Best of lime

#1
Has anyone used warmcote and limecote from Best Of Lime? What do you think of it?
 
#5
Has anyone used warmcote and limecote from Best Of Lime? What do you think of it?
Hi Simmonz, this seems like a good moment to introduce myself.
I've been involved with lime plasters, renders and mortars for about 20 years, as well as building conservation, breathable paints and breathable EWI systems.
Lime should really be used on anything pre-cavity (1920ish)as it allows moisture to travel out through the walls, gypsum and cement won't causing mould, damp etc.
Being low carbon, we also supply lots for sustainable new-build, Passiv' etc.
Warmcote and Limecote are designed to make the use of lime as straight forward as any other 'off the shelf' plaster, it's not a dark art, just drill it up and spread it. Internal or external.
Both Warmcote and Limecote can be used at most thicknesses, the best so far is dubbing out Warmcote 8" in one pass. Limecote is also good for 'over setting' old lime plaster.

If anyone has any lime questions or spec's they want a second opinion on, happy to chip in and if Simmonz or anyone would like to try some, just msg me with contact details.

Martin, Best of Lime
 

Bagrat

Active Member
#6
Hi Martin is there a self leveller on the mark of which is lime and cement based . Cheers nick
 
#7
Have used both products from best of lime, the limecote & warmcote. highly recommend both products great stuff to use and as no over lime will offer a thermal value such as the warmcote great service and great stuff. Joe
 
#8
Hi Martin is there a self leveller on the mark of which is lime and cement based . Cheers nick
Hi Nick, that’s a difficult one. If you want a breathable floor system, you need to remove the cement. Limecrete floors are commonly used, they can be installed with insulation and with UFH systems. Track down Myles Yallop at The Limecrete Company near Norwich.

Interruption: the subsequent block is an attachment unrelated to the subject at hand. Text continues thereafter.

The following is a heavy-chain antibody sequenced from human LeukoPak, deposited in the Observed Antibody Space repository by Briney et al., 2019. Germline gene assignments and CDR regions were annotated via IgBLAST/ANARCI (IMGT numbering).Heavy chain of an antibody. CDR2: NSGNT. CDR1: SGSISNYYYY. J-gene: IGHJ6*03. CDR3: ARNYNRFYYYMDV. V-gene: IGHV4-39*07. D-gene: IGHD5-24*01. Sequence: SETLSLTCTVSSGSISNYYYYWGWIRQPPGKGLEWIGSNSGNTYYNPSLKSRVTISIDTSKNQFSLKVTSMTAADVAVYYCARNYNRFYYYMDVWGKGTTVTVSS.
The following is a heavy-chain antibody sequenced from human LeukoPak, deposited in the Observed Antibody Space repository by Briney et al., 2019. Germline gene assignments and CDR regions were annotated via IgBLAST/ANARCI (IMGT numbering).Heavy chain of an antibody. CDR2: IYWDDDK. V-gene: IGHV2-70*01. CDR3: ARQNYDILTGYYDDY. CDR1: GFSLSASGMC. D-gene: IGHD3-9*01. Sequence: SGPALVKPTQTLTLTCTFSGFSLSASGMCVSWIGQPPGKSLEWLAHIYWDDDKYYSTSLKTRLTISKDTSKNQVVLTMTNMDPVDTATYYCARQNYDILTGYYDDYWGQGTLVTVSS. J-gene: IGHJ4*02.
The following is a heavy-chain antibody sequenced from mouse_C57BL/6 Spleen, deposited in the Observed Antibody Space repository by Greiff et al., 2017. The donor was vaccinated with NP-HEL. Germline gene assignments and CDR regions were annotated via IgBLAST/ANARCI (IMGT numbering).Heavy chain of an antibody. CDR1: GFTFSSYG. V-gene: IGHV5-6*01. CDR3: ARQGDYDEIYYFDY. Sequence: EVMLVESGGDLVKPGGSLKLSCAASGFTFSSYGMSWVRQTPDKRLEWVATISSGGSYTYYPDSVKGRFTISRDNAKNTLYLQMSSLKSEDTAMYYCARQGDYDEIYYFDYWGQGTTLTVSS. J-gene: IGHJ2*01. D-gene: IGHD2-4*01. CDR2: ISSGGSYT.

#9
Have used both products from best of lime, the limecote & warmcote. highly recommend both products great stuff to use and as no over lime will offer a thermal value such as the warmcote great service and great stuff. Joe
Thank you Joe, very kind, glad you liked them
 

Bagrat

Active Member
#10
Hi Nick, that’s a difficult one. If you want a breathable floor system, you need to remove the cement. Limecrete floors are commonly used, they can be installed with insulation and with UFH systems. Track down Myles Yallop at The Limecrete Company near Norwich.
Can’t remove anything on floor I’ve paved it . The floor is in a cellar of which then to have carpet over. There is a few millimetres here and there of which needs to be self levelled customer is adamant no cement .
 
#11
Can’t remove anything on floor I’ve paved it . The floor is in a cellar of which then to have carpet over. There is a few millimetres here and there of which needs to be self levelled customer is adamant no cement .
I think your customer is being a bit unreasonable, you’d generally only use lime because you want a breathable system, but breathability equals moisture movement and that sounds like a bad idea in a cellar with a carpet. If you’ve really no option, then try NHL5, with a fine sand about 1:2, not ideal though and won’t easily flow. Better still, see what Ardex have on their site and try to talk some sense into the customer.
 
#12
I think your customer is being a bit unreasonable, you’d generally only use lime because you want a breathable system, but breathability equals moisture movement and that sounds like a bad idea in a cellar with a carpet. If you’ve really no option, then try NHL5, with a fine sand about 1:2, not ideal though and won’t easily flow. Better still, see what Ardex have on their site and try to talk some sense into the customer.
Thanks for your advice Martin I used Ardex years ago under door casings .